4. NATURAL CONVECTION IN PASSIVE SOLAR BUILDINGS: EXPERIMENTS, ANALYSIS AND RESULTS

    SciTech Connect

    Gadgil, A.; Bauman, F.; Kammerud, R.

    1981-04-01

    Computer programs have been developed to numerically simulate natural convection in two- and three-dimensional room geometries. The programs have been validated using published data from the literature, results from a full-scale experiment performed at the Massachusetts Institute of Technology, and results from a small-scale experiment performed at LBL. One of the computer programs has been used to study the influence of natural convection on the thermal performance of a single zone in a direct-gain passive solar building. It is found that the convective heat transfer coefficients between the air and the enclosure surfaces can be substantially different from the values assumed in the standard building energy analysis methods, and can exhibit significant variations across a given surface. This study implies that the building heating loads calculated by standard building energy analysis methods may have substantial errors as a result of their use of common assumptions regarding the convection processes which occur in an enclosure.

  5. Special session: computational predictability of natural convection flows in enclosures

    SciTech Connect

    Christon, M A; Gresho, P M; Sutton, S B

    2000-08-14

    Modern thermal design practices often rely on a ''predictive'' simulation capability--although predictability is rarely quantified and often difficult to confidently achieve in practice. The computational predictability of natural convection in enclosures is a significant issue for many industrial thermal design problems. One example of this is the design for mitigation of optical distortion due to buoyancy-driven flow in large-scale laser systems. In many instances the sensitivity of buoyancy-driven enclosure flows can be linked to the presence of multiple bifurcation points that yield laminar thermal convective processes that transition from steady to various modes of unsteady flow. This behavior is brought to light by a problem as ''simple'' as a differentially-heated tall rectangular cavity (8:1 height/width aspect ratio) filled with a Boussinesq fluid with Pr = 0.71--which defines, at least partially, the focus of this special session. For our purposes, the differentially-heated cavity provides a virtual fluid dynamics laboratory.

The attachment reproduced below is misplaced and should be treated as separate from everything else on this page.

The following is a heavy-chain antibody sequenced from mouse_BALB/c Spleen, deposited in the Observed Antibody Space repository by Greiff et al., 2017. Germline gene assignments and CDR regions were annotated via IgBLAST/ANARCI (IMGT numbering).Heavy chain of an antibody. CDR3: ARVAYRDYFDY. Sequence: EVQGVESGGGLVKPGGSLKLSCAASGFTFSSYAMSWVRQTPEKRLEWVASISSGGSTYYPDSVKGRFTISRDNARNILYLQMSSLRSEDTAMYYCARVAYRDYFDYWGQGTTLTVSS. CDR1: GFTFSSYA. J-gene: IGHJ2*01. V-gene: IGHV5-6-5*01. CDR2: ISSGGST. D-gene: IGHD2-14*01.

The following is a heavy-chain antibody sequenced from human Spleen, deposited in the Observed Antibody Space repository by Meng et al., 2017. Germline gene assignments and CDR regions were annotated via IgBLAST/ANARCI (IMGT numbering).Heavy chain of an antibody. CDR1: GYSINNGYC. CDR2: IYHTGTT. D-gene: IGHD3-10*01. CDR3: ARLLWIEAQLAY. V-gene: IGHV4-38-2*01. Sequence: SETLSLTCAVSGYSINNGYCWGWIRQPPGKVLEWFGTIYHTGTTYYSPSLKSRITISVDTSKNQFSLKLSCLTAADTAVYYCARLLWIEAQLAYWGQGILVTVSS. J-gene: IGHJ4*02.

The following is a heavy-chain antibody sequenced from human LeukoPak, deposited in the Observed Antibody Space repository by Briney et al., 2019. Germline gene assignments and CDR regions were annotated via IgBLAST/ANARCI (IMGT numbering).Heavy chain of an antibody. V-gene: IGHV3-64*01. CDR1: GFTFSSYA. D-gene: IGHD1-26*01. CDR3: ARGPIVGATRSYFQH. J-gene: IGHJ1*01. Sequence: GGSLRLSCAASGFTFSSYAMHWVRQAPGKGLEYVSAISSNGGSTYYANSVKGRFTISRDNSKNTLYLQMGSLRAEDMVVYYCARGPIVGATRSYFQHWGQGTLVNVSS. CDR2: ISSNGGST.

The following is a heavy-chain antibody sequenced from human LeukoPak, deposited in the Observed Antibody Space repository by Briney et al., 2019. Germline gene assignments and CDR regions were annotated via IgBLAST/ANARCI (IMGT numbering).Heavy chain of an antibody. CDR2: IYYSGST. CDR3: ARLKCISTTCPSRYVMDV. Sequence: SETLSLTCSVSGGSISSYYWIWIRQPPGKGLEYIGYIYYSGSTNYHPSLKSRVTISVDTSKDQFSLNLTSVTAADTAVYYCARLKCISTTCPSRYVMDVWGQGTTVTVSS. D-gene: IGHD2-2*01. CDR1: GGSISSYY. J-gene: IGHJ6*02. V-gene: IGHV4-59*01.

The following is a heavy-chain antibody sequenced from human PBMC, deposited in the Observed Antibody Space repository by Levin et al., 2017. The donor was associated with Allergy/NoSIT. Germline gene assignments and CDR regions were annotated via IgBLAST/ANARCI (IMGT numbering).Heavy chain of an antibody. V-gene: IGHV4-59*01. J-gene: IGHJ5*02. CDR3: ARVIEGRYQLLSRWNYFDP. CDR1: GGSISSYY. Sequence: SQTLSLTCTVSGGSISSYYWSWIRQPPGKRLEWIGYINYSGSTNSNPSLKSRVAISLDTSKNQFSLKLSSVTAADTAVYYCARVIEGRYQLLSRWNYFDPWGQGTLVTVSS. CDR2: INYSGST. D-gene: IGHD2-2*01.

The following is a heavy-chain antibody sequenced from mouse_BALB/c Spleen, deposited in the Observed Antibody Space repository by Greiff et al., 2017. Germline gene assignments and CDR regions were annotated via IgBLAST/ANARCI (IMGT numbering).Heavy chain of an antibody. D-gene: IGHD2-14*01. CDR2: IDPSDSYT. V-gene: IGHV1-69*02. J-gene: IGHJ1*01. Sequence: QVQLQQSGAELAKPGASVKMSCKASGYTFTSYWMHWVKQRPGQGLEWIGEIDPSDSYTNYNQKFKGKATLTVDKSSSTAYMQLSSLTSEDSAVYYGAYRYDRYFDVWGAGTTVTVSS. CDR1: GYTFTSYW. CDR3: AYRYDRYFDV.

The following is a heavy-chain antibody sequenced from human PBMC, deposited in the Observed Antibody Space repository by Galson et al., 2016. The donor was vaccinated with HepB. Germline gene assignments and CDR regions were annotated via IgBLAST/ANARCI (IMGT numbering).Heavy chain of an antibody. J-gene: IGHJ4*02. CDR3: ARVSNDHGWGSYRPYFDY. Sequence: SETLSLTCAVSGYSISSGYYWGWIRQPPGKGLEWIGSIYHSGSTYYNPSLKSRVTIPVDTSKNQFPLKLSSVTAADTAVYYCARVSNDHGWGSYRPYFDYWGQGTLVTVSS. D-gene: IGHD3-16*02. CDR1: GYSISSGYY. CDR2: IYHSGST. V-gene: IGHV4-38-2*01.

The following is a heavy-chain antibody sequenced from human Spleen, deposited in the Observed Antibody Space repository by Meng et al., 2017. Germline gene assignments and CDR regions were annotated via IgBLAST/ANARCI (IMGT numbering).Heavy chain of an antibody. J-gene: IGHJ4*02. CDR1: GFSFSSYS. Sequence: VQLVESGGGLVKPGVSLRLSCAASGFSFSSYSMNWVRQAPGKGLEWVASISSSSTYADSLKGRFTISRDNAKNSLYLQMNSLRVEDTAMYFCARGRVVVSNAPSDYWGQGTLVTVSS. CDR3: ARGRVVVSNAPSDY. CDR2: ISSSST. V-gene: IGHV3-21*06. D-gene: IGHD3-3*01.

6. Natural convection heat transfer within horizontal spent nuclear fuel assemblies

    SciTech Connect

    Canaan, R.E.

    1995-12-01

    Natural convection heat transfer is experimentally investigated in an enclosed horizontal rod bundle, which characterizes a spent nuclear fuel assembly during dry storage and/or transport conditions. The basic test section consists of a square array of sixty-four stainless steel tubular heaters enclosed within a water-cooled rectangular copper heat exchanger. The heaters are supplied with a uniform power generation per unit length while the surrounding enclosure is maintained at a uniform temperature. The test section resides within a vacuum/pressure chamber in order to subject the assembly to a range of pressure statepoints and various backfill gases. The objective of this experimental study is to obtain convection correlations which can be used in order to easily incorporate convective effects into analytical models of horizontal spent fuel systems, and also to investigate the physical nature of natural convection in enclosed horizontal rod bundles in general. The resulting data consist of: (1) measured temperatures within the assembly as a function of power, pressure, and backfill gas; (2) the relative radiative contribution for the range of observed temperatures; (3) correlations of convective Nusselt number and Rayleigh number for the rod bundle as a whole; and (4) correlations of convective Nusselt number as a function of Rayleigh number for individual rods within the array.